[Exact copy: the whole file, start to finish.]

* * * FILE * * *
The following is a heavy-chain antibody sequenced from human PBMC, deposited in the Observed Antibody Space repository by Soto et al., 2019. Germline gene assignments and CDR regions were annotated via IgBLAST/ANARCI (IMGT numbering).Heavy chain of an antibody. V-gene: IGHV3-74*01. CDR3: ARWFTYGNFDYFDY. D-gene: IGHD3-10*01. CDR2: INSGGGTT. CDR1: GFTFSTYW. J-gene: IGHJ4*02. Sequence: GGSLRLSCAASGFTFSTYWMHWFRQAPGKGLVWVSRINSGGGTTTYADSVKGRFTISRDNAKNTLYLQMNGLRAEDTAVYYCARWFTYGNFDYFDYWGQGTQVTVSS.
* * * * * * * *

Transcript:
The following is a heavy-chain antibody sequenced from human PBMC, deposited in the Observed Antibody Space repository by Soto et al., 2019. Germline gene assignments and CDR regions were annotated via IgBLAST/ANARCI (IMGT numbering).Heavy chain of an antibody. V-gene: IGHV3-74*01. CDR3: ARWFTYGNFDYFDY. D-gene: IGHD3-10*01. CDR2: INSGGGTT. CDR1: GFTFSTYW. J-gene: IGHJ4*02. Sequence: GGSLRLSCAASGFTFSTYWMHWFRQAPGKGLVWVSRINSGGGTTTYADSVKGRFTISRDNAKNTLYLQMNGLRAEDTAVYYCARWFTYGNFDYFDYWGQGTQVTVSS.